He wasn’t perfect, and he was aware he skated a thin line. He was always careful not to alienate significant portions of his audience—the parents of children he wanted to reach—while continuing to forge ahead. He was sensitive to his audience, the climate, on getting the timing just right, never pushing if the audience was light years away from acceptance. He also kept the young age of his audience in mind, respecting that he should focus only on the most pressing issues at the time—the issues children were most likely to be dealing with in their lives—not all of society’s woes at once.

I didn’t pick up on any of this as a kid! Peaceful Neighbor makes me want to go back and watch all of the episodes again. I won’t look at this show (or any children’s program) in quite the same light. I highlighted so much as I read because every example Long gives felt that important. There’s history, faith, socioeconomic issues, and politics all throughout this book. This profound little 176-page book…about Mister Rogers and his Neighborhood.

  • I missed out on Mister Rogers (I was watching the Canadian show Mister Dressup, even though I lived in Detroit), but this still sounds really interesting. It’s always fascinating to find out the lives of the people behind the shows we watch.

  • Ooh – fascinating! It’s kind of like pulling back the curtain on Oz. I watched him a bit growing up, but not a ton.

  • This sounds like a great read, Monika; I really enjoyed another book about him called I’m Proud of You: My Friendship with Fred Rogers by Tim Madigan. Mr. Madigan was on a spiritual journey, of sorts, and happened to interview Fred Rogers in his job as a writer for the Fort Worth Star-Telegram; the two of them became friends and it’s pretty cool. Thanks so much for sharing your experience of this one!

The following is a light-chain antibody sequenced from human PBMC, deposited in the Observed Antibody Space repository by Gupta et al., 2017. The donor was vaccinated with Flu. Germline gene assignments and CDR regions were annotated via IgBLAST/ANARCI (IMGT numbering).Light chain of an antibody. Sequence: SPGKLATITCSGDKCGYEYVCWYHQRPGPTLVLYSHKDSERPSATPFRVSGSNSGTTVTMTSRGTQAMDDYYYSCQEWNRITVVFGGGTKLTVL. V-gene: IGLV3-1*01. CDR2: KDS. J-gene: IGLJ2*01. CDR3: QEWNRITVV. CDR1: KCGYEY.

• I was only alive to catch the last few years of new episodes (I was in sixth grade when the show ended), but Mister Rogers’ Neighborhood will always have a special place in my heart. My sixth grade social studies teacher even dedicated a few lessons to him when the show ended. I just remember how sad it was when he passed away. It’s definitely something I’ll always remember.

    I’m from Pittsburgh, and he’s a legend around here for everything he’s done. He’s rightfully applauded for always making the right decisions, even if they were tough. I’m so glad to see that someone is finally letting the world know just who he really was.

  • I don’t remember much about Mister Rogers, but this sounds like a really fascinating book!

  • Oh, I really need to read this, don’t I? I miss that sweet and amazing man! I grew up on his show and would love to know more about him as a man 😀

  • Mr. Rogers has always creeped me out. Even when I was a kid he unnerved me. Something about his perma-smile and his sweaters and his creepy doll friends. I think it’s good that there is another side to him that might remove or diminish that image of him for me.

  • Wow. I need to read this book. I always think of him as loving and kind, but I’m like you, I didn’t catch any of this either! The progressive theology aspect is really interesting.

  • I didn’t pick up any of this from watching Mr. Rogers as a kid either! I used to love that show.

  • Living a Life in Books Books

    I loved Mr. Rogers when I was little. Our local PBS station plays his show still once a week, but it’s during my daughter’s nap so I DVR it. I want her to learn all these important lessons that Mr. Rogers taught a generation of young people.

  • Just read this post and picking up this book NOW! I absolutely loved Mr. Rogers and would sit glued to the TV when he was on. Mesmerizing, compassionate, intelligent, everything! Great post.